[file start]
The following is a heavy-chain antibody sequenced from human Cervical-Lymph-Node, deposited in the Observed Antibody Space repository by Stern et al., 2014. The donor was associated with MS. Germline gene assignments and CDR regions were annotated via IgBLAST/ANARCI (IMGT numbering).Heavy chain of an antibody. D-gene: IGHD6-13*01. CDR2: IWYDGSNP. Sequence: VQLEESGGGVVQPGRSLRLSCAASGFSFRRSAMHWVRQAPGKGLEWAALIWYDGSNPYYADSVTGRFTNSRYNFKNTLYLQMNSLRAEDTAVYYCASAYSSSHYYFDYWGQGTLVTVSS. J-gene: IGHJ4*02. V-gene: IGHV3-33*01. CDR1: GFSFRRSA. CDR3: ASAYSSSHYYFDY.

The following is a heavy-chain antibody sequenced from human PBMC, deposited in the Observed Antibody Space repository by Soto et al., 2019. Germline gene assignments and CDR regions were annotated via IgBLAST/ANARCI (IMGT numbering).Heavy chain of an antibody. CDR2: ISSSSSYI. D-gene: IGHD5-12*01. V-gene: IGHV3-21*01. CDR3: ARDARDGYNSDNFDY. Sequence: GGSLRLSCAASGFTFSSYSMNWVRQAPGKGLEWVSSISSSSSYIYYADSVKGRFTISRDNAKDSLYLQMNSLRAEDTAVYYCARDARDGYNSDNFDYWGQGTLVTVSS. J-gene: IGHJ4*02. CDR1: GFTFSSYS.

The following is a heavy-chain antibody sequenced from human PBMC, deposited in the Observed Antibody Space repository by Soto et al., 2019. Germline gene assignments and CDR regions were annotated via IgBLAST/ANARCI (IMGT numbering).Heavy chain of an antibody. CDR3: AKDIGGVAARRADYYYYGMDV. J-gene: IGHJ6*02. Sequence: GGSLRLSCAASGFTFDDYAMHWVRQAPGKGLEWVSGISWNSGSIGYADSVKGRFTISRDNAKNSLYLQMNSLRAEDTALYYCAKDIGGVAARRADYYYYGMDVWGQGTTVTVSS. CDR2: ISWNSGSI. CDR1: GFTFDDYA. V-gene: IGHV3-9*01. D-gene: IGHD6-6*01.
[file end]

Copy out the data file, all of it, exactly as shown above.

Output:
The following is a heavy-chain antibody sequenced from human Cervical-Lymph-Node, deposited in the Observed Antibody Space repository by Stern et al., 2014. The donor was associated with MS. Germline gene assignments and CDR regions were annotated via IgBLAST/ANARCI (IMGT numbering).Heavy chain of an antibody. D-gene: IGHD6-13*01. CDR2: IWYDGSNP. Sequence: VQLEESGGGVVQPGRSLRLSCAASGFSFRRSAMHWVRQAPGKGLEWAALIWYDGSNPYYADSVTGRFTNSRYNFKNTLYLQMNSLRAEDTAVYYCASAYSSSHYYFDYWGQGTLVTVSS. J-gene: IGHJ4*02. V-gene: IGHV3-33*01. CDR1: GFSFRRSA. CDR3: ASAYSSSHYYFDY.

The following is a heavy-chain antibody sequenced from human PBMC, deposited in the Observed Antibody Space repository by Soto et al., 2019. Germline gene assignments and CDR regions were annotated via IgBLAST/ANARCI (IMGT numbering).Heavy chain of an antibody. CDR2: ISSSSSYI. D-gene: IGHD5-12*01. V-gene: IGHV3-21*01. CDR3: ARDARDGYNSDNFDY. Sequence: GGSLRLSCAASGFTFSSYSMNWVRQAPGKGLEWVSSISSSSSYIYYADSVKGRFTISRDNAKDSLYLQMNSLRAEDTAVYYCARDARDGYNSDNFDYWGQGTLVTVSS. J-gene: IGHJ4*02. CDR1: GFTFSSYS.

The following is a heavy-chain antibody sequenced from human PBMC, deposited in the Observed Antibody Space repository by Soto et al., 2019. Germline gene assignments and CDR regions were annotated via IgBLAST/ANARCI (IMGT numbering).Heavy chain of an antibody. CDR3: AKDIGGVAARRADYYYYGMDV. J-gene: IGHJ6*02. Sequence: GGSLRLSCAASGFTFDDYAMHWVRQAPGKGLEWVSGISWNSGSIGYADSVKGRFTISRDNAKNSLYLQMNSLRAEDTALYYCAKDIGGVAARRADYYYYGMDVWGQGTTVTVSS. CDR2: ISWNSGSI. CDR1: GFTFDDYA. V-gene: IGHV3-9*01. D-gene: IGHD6-6*01.